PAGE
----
Romney, Candidate for King, Denies He Would Need Congress’s Approval for War
Making the rounds is this clip of a Face the Nation interview with Mitt Romney. In it, he declares the Constitution irrelevant and argues he alone can make the decision to use military force against Iran.
Putting aside for a moment the fact that Iran has no nuclear weapons program, just consider for a moment that the Republican nominee can now openly say that as president he can make war without the consent of Congress. That’s what passes for a campaign pledge from the Grand Old Party’s leadership in 2012.
Obama also believes in the president’s ability to make war on his own, despite laws mandating he seek the consent of Congress. But at least Obama does it in secret or by proxy. That said, the Obama administration, terrible as it is, has expended considerable political capital in staving off a US-Israeli war on Iran. Obama officials, from Defense Secretary Leon Panetta to Director of National Intelligence James Clapper to Chairman of the Joint Chiefs of Staff Gen. Martin Dempsey, have been paraded in front of Congress for months emphasizing their estimate that Iran is not developing nuclear weapons and has demonstrated no intention to do so. Then Obama secretly contacted the Supreme Ayatollah through Turkey’s prime minister in a diplomatic fashion. He then released to the press the results of a Pentagon war simulation which demonstrated that war with Iran would result in the outbreak of a regional conflict which would be almost impossible to contain. The administration did this while getting hammered by the GOP candidates and the Israeli leadership.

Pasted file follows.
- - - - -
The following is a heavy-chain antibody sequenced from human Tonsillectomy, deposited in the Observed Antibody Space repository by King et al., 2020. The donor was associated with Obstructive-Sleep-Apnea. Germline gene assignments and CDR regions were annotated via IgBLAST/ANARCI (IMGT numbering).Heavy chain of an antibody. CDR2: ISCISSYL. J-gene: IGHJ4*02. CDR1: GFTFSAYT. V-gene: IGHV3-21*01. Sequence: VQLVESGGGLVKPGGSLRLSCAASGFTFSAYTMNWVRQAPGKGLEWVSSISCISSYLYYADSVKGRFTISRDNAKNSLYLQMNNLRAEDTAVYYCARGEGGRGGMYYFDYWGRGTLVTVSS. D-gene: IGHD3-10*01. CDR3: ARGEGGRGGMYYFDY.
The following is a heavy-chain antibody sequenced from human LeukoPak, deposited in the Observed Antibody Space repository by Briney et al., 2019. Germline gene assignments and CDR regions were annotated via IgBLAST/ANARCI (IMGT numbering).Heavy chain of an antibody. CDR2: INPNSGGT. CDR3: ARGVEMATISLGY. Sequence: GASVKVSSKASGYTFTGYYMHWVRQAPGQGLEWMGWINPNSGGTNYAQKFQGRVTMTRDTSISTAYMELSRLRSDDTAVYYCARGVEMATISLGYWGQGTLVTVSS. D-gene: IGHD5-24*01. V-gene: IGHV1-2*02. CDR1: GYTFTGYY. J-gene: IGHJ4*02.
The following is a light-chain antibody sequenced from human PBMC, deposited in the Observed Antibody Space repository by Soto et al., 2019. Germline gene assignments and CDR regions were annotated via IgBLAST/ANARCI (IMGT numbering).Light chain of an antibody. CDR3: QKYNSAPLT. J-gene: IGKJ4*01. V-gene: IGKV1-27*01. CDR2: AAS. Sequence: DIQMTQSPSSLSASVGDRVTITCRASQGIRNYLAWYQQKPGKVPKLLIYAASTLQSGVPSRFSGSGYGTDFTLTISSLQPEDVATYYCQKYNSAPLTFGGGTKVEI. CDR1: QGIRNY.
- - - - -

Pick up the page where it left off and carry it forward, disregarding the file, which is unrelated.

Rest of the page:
As Pillar has written, Iran has “ample reason” to believe, “ultimately the main Western interest is in regime change.” I believe that too. But as of right now, it appears the Obama administration views the military option as too costly. Even establishmentarian voices, like Aaron David Miller, who I’ve personally witnessed saying “a unilateral attack [on Iran] would be totally discretionary. It would be a war of choice,” not of necessity. George Perkovich of Carnegie Endowment for International Peace interjected Miller’s statement for emphasis on what an unprovoked military strike actually is, saying “it would be illegal.”
Daniel Larison writes that Romney excerpts like this make it clear what kind of president he would be. “No one should have any illusions about how Romney would conduct foreign policy if he is elected,” he argues. Maybe. It’s also possible that Romney would conduct foreign policy indecipherably from Obama and is just saying this to show he is tougher and get Republicans to vote for him. Either way, watching Romney talk about foreign policy makes one thing abundantly clear: he hasn’t a clue what he is talking about.